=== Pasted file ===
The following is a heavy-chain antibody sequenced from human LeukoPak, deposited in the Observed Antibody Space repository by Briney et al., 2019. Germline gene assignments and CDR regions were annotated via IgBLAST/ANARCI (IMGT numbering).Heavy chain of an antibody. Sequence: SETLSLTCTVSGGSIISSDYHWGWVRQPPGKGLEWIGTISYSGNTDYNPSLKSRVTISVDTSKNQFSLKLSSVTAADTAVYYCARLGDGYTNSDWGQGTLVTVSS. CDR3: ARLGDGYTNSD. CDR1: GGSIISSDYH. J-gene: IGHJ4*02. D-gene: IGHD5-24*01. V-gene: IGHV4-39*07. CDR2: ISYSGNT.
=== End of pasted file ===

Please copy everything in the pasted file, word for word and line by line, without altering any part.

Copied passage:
The following is a heavy-chain antibody sequenced from human LeukoPak, deposited in the Observed Antibody Space repository by Briney et al., 2019. Germline gene assignments and CDR regions were annotated via IgBLAST/ANARCI (IMGT numbering).Heavy chain of an antibody. Sequence: SETLSLTCTVSGGSIISSDYHWGWVRQPPGKGLEWIGTISYSGNTDYNPSLKSRVTISVDTSKNQFSLKLSSVTAADTAVYYCARLGDGYTNSDWGQGTLVTVSS. CDR3: ARLGDGYTNSD. CDR1: GGSIISSDYH. J-gene: IGHJ4*02. D-gene: IGHD5-24*01. V-gene: IGHV4-39*07. CDR2: ISYSGNT.